The availability of new methods for the isolation and study of viral diseases and the discovery of new groups of viruses related to nonbacterial respiratory infections with the use of these methods 1 have shed some light on the etiology of a small proportion of the infections that have been recognized under the vague name "primary atypical pneumonia," commonly referred to as "virus pneumonia." In 1943, Peterson, Ham, and Finland,2 after encountering three patients with acute hemolytic anemia associated with cold agglutinins (autohemagglutinins) among such cases, studied this phenomenon and found that the great majority of cases of primary atypical pneumonia seen at the Boston City Hospital during that season showed significant titers of cold isohemagglutinins in their serum. At about the same time, Turner 3 made a similar observation among military personnel stationed in England.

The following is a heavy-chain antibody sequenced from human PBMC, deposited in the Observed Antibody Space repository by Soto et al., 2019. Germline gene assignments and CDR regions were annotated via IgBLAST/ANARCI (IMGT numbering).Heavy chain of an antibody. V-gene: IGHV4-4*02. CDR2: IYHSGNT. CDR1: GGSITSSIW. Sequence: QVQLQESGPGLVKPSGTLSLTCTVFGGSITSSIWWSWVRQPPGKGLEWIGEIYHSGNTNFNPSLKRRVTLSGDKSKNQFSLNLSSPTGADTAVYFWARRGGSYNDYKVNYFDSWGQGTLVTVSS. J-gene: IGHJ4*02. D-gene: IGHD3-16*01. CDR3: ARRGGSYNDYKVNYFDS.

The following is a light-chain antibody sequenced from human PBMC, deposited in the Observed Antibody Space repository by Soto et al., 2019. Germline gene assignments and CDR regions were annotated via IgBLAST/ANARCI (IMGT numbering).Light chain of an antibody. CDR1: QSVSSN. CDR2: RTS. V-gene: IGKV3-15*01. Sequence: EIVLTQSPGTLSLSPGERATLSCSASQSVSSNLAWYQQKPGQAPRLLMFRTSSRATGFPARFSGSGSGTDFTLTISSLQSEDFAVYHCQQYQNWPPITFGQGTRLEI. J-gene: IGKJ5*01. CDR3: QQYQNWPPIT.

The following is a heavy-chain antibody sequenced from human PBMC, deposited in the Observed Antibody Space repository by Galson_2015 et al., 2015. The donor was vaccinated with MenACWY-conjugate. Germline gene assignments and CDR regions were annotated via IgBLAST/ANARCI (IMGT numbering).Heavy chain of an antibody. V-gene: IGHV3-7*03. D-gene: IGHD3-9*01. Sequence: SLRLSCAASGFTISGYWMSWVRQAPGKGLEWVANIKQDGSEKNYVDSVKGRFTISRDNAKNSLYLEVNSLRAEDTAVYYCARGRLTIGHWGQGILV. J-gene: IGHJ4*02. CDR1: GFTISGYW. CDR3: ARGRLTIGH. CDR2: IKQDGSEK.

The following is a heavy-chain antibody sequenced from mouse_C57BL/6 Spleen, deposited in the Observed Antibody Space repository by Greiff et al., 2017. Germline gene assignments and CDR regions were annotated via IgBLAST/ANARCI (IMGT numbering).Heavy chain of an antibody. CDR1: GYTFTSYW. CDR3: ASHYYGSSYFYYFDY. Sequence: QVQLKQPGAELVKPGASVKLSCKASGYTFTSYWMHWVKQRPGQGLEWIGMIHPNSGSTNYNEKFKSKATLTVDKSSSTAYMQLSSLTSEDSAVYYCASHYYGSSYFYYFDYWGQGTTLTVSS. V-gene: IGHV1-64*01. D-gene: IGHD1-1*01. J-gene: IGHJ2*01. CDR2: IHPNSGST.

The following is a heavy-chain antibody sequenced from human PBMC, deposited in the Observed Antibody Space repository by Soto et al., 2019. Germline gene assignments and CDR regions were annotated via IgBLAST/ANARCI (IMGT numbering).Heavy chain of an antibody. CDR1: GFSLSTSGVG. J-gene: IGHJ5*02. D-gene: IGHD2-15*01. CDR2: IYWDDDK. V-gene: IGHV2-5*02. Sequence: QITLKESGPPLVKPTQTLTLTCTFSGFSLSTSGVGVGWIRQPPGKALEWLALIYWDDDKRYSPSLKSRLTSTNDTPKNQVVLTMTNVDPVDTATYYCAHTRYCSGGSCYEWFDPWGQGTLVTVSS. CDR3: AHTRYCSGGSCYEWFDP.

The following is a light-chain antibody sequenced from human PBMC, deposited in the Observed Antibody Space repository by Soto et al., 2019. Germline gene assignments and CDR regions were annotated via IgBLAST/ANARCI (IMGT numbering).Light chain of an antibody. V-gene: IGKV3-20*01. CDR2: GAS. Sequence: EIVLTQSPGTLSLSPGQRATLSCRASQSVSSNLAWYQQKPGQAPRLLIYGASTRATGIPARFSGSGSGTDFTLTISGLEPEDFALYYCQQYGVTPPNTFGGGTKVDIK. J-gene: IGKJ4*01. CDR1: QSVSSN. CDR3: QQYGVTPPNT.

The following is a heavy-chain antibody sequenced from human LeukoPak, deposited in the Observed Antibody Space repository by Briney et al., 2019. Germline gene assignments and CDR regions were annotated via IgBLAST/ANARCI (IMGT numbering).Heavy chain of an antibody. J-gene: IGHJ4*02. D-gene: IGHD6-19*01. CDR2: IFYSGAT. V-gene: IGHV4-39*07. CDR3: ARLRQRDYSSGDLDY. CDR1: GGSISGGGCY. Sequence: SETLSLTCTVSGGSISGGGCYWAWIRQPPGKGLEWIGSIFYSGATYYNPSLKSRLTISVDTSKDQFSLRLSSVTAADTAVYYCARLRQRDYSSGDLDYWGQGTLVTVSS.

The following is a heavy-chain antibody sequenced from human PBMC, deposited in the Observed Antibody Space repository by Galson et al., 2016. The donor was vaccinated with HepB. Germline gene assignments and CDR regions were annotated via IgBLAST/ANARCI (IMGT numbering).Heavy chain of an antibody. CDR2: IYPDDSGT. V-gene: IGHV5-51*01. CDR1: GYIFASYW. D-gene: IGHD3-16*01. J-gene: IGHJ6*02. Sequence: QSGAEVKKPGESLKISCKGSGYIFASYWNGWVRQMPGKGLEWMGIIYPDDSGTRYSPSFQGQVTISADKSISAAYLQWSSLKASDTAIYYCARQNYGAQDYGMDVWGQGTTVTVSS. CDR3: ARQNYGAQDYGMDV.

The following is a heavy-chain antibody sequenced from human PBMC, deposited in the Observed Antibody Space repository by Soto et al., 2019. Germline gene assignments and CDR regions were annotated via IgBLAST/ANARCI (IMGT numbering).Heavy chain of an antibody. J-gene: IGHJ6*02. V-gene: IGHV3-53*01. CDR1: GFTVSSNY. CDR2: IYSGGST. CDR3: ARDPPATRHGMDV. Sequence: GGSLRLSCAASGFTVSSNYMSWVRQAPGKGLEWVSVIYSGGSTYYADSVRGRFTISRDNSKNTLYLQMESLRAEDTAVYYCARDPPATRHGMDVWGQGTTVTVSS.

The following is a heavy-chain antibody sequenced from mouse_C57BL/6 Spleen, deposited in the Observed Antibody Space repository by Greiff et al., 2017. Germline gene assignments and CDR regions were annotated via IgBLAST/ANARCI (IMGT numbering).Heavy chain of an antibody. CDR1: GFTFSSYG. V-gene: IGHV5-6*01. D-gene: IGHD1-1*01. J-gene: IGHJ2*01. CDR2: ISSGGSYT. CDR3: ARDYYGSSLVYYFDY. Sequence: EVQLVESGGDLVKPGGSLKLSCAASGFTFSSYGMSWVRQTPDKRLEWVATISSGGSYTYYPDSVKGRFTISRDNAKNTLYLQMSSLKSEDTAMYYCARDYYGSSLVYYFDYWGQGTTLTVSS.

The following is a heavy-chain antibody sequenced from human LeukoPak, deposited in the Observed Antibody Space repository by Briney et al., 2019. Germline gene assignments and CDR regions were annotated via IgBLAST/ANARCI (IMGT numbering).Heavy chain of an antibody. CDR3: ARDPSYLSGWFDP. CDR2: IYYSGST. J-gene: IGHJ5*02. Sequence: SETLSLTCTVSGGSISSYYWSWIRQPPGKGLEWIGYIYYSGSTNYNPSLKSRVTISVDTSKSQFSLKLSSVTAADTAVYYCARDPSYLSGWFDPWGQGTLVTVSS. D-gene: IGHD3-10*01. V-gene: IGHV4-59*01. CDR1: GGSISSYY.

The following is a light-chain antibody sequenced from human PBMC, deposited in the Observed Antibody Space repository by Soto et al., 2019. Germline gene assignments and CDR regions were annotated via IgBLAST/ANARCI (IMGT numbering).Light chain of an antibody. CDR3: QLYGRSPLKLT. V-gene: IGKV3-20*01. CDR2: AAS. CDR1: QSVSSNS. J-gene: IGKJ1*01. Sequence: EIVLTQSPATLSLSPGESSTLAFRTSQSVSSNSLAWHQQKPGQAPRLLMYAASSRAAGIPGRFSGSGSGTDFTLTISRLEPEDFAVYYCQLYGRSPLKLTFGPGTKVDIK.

More extensive studies by Turner and Finland and their respective co-workers4-6 indicated
FINLAND M, BARNES MW. Cold Agglutinins: VIII. Occurrence of Cold Isohemagglutinins in Patients with Primary Atypical Pneumonia or Influenza Viral Infection, Boston City Hospital, June, 1950, to July, 1956. AMA Arch Intern Med. 1958;101(2):462–466. doi:10.1001/archinte.1958.00260140294040
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